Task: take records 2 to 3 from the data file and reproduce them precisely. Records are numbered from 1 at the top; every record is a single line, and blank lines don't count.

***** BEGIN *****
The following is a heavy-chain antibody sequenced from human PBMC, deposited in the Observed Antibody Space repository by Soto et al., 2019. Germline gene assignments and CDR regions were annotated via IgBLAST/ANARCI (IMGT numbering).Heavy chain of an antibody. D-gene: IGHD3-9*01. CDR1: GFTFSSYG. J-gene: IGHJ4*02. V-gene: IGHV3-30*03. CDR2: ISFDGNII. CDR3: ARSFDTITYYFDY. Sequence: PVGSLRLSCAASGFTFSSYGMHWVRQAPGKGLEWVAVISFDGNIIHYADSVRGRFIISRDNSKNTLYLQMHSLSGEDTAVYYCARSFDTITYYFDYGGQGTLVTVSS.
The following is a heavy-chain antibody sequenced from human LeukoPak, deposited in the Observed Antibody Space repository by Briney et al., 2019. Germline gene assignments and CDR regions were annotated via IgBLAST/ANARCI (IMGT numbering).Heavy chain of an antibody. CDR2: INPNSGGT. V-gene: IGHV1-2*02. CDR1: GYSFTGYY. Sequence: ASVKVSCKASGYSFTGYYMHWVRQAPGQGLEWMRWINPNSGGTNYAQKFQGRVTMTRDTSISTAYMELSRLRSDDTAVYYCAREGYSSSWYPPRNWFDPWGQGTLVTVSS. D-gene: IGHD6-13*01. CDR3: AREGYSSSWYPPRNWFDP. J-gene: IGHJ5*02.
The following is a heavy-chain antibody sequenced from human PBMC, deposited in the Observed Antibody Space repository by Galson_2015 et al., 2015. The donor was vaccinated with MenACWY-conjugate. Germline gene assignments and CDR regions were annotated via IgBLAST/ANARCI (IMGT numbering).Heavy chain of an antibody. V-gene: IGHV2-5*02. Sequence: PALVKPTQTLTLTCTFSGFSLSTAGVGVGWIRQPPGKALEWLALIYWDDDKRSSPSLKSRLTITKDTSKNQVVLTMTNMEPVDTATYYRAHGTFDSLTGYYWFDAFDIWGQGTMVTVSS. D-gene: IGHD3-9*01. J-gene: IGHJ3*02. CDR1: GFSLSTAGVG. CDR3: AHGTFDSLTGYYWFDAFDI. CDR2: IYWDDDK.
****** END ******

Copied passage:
The following is a heavy-chain antibody sequenced from human LeukoPak, deposited in the Observed Antibody Space repository by Briney et al., 2019. Germline gene assignments and CDR regions were annotated via IgBLAST/ANARCI (IMGT numbering).Heavy chain of an antibody. CDR2: INPNSGGT. V-gene: IGHV1-2*02. CDR1: GYSFTGYY. Sequence: ASVKVSCKASGYSFTGYYMHWVRQAPGQGLEWMRWINPNSGGTNYAQKFQGRVTMTRDTSISTAYMELSRLRSDDTAVYYCAREGYSSSWYPPRNWFDPWGQGTLVTVSS. D-gene: IGHD6-13*01. CDR3: AREGYSSSWYPPRNWFDP. J-gene: IGHJ5*02.
The following is a heavy-chain antibody sequenced from human PBMC, deposited in the Observed Antibody Space repository by Galson_2015 et al., 2015. The donor was vaccinated with MenACWY-conjugate. Germline gene assignments and CDR regions were annotated via IgBLAST/ANARCI (IMGT numbering).Heavy chain of an antibody. V-gene: IGHV2-5*02. Sequence: PALVKPTQTLTLTCTFSGFSLSTAGVGVGWIRQPPGKALEWLALIYWDDDKRSSPSLKSRLTITKDTSKNQVVLTMTNMEPVDTATYYRAHGTFDSLTGYYWFDAFDIWGQGTMVTVSS. D-gene: IGHD3-9*01. J-gene: IGHJ3*02. CDR1: GFSLSTAGVG. CDR3: AHGTFDSLTGYYWFDAFDI. CDR2: IYWDDDK.